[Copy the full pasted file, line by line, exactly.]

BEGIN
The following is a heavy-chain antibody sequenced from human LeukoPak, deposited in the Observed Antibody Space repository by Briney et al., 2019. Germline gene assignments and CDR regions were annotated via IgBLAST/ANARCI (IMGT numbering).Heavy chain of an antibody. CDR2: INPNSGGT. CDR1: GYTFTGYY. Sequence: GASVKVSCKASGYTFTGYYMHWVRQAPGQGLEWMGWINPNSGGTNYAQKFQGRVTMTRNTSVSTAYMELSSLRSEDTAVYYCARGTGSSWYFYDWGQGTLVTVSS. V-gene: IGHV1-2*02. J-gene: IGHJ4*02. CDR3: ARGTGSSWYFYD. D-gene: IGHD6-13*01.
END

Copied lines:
The following is a heavy-chain antibody sequenced from human LeukoPak, deposited in the Observed Antibody Space repository by Briney et al., 2019. Germline gene assignments and CDR regions were annotated via IgBLAST/ANARCI (IMGT numbering).Heavy chain of an antibody. CDR2: INPNSGGT. CDR1: GYTFTGYY. Sequence: GASVKVSCKASGYTFTGYYMHWVRQAPGQGLEWMGWINPNSGGTNYAQKFQGRVTMTRNTSVSTAYMELSSLRSEDTAVYYCARGTGSSWYFYDWGQGTLVTVSS. V-gene: IGHV1-2*02. J-gene: IGHJ4*02. CDR3: ARGTGSSWYFYD. D-gene: IGHD6-13*01.